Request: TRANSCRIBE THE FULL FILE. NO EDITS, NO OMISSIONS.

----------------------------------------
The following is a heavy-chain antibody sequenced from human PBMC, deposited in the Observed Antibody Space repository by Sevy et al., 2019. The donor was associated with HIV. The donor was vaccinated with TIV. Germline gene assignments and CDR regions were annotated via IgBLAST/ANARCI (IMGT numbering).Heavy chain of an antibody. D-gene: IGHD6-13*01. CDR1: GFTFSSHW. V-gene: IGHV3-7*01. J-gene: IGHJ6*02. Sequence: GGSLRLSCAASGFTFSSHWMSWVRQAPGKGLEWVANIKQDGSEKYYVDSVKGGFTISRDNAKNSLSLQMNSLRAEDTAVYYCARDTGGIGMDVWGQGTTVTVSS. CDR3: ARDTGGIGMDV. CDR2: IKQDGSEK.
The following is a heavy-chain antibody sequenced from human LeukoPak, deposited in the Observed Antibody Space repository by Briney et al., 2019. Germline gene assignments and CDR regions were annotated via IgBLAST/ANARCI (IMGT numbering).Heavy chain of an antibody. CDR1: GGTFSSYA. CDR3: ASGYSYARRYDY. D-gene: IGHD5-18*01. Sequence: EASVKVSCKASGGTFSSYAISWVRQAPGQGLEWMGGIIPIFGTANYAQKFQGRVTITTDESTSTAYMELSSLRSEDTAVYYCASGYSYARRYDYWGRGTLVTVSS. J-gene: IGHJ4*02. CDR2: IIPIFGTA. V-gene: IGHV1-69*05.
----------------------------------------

The following is a heavy-chain antibody sequenced from human PBMC, deposited in the Observed Antibody Space repository by Sevy et al., 2019. The donor was associated with HIV. The donor was vaccinated with TIV. Germline gene assignments and CDR regions were annotated via IgBLAST/ANARCI (IMGT numbering).Heavy chain of an antibody. D-gene: IGHD6-13*01. CDR1: GFTFSSHW. V-gene: IGHV3-7*01. J-gene: IGHJ6*02. Sequence: GGSLRLSCAASGFTFSSHWMSWVRQAPGKGLEWVANIKQDGSEKYYVDSVKGGFTISRDNAKNSLSLQMNSLRAEDTAVYYCARDTGGIGMDVWGQGTTVTVSS. CDR3: ARDTGGIGMDV. CDR2: IKQDGSEK.
The following is a heavy-chain antibody sequenced from human LeukoPak, deposited in the Observed Antibody Space repository by Briney et al., 2019. Germline gene assignments and CDR regions were annotated via IgBLAST/ANARCI (IMGT numbering).Heavy chain of an antibody. CDR1: GGTFSSYA. CDR3: ASGYSYARRYDY. D-gene: IGHD5-18*01. Sequence: EASVKVSCKASGGTFSSYAISWVRQAPGQGLEWMGGIIPIFGTANYAQKFQGRVTITTDESTSTAYMELSSLRSEDTAVYYCASGYSYARRYDYWGRGTLVTVSS. J-gene: IGHJ4*02. CDR2: IIPIFGTA. V-gene: IGHV1-69*05.